Bertie Lindsey, Maurice Mays, and the events leading up to the Knoxville Race Riot of 1919

This post was written by contributor Shelby Davidson (MC’21) and edited by N. Locklin. It has been split into two parts due to length and the complexity of the topic.

Knoxville generally prided itself on being an accepting and nonviolent area, but with the end of World War I, Black soldiers returning to lives where their rights were constantly up for debate, and a lack of well-paying jobs, tensions were running higher and higher with each passing day. When Bertie Lyndsey was attacked between 2 and 3 in the morning on August 30th, 1919, and Maurice Mays was arrested for the crime, it was simply the final match on a powder keg that had been brewing in the region for quite some time. The riot and the racism in east Tennessee may have allowed for the prolonging of the Night Marauder’s rampage, since Maurice Mays’ wrongful conviction delayed suspicion from falling onto other suspects.

Knoxville in 1919 had a population of 80,000 and was an epicenter of industry for Eastern and Central Tennessee. It was the intersection of railroads, highways, and interstates with an estimated 20,000 laborers, both Black and white commuting into the city daily. There were plenty of jobs with the Brookside Cotton Mill, Knoxville Iron Company and repair shops for the Southern Railway all situated in the bustling city. In addition to the number of jobs available in the city, Knoxville was praised, by those in power at least, as a shining bastion of race relations where Black citizens could not only vote but serve as policemen or hold public office. Despite the local pride in Knoxville’s unity, there were still signs that its citizens were capable of violence. In 1913 a white mob sought unsuccessfully to lynch a black man who was accused of killing a police officer. The industrial challenges that the first World War imposed only deepened tensions as employers looking for recruits were met with African-Americans who didn’t show the level of deference that many whites thought they were owed. Post-war recession setting in also made competition for jobs cutthroat as more and more migrants from outside the city arrived looking for work. Clashes grew more and more frequent as the summer progressed, with a chapter of the KKK rumored to be starting up as well as the NAACP establishing an office in town in early August of that year.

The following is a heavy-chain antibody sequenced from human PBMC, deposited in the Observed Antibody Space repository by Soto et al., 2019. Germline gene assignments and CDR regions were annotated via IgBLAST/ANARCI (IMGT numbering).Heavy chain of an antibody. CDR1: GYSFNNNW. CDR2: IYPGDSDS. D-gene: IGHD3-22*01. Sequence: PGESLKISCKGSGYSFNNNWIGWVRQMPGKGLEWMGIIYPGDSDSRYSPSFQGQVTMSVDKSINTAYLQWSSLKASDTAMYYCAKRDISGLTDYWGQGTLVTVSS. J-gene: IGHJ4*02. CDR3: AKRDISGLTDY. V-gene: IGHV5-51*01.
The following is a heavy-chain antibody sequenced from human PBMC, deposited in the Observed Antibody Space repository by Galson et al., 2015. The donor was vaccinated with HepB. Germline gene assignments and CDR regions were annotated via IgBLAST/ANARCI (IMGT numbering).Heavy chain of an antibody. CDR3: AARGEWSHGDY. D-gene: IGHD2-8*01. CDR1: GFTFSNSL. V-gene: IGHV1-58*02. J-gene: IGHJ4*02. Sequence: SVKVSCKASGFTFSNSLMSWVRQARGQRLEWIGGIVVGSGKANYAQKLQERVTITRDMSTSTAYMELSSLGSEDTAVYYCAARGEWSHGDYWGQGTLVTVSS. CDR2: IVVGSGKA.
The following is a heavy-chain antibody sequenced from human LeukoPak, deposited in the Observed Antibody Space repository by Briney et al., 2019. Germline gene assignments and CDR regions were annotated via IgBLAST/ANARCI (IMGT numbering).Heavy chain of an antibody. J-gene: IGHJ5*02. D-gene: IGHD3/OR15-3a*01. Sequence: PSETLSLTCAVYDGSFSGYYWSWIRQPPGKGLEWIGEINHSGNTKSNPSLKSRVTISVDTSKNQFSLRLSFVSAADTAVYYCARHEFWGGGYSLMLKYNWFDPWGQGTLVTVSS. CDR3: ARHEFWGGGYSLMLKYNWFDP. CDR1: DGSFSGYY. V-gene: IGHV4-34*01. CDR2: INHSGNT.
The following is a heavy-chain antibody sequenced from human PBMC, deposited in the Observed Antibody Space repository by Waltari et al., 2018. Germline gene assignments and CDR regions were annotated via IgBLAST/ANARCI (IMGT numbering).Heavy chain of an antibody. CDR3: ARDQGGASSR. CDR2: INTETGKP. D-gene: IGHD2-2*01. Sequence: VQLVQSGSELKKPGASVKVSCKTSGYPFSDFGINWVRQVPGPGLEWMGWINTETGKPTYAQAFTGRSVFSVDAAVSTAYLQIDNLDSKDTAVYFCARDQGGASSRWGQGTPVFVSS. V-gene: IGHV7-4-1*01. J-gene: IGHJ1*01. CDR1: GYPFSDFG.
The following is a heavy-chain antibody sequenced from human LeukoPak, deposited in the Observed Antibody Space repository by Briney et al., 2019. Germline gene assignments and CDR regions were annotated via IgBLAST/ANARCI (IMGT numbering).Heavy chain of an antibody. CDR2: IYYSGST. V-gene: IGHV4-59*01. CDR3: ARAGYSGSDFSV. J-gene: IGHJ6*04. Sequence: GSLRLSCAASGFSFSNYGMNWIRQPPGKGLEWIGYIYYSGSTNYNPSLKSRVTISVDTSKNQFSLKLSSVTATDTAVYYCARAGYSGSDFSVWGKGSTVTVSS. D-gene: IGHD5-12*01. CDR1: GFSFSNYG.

It is on this backdrop that the Night Marauder first made his appearance, beginning his tear through the darkened homes of Knoxville in the summer of 1919. Investigators were baffled and civilians began to suspect that legal officials were willing to let the Marauder run wild as long as his attacks didn’t hurt anybody too high profile. Black neighborhoods on the other had were preparing for the worst. They knew that something was coming their way, and they knew better than to be caught unprepared for it. On the day of August 29th, 1919 people were ill at ease. The hottest part of the summer was over and Labor Day weekend was set to be a raucous event, with people prepared for big events, with most of the city’s businesses closing to allow people the chance to celebrate the first Labor Day after the end of World War I. The Governor was in town to inspect the Tennessee national guard that was encamped at Knoxville, and parties and parades were scheduled to take place all over the city. The city’s white and Black populations were both ready to have an exciting holiday weekend.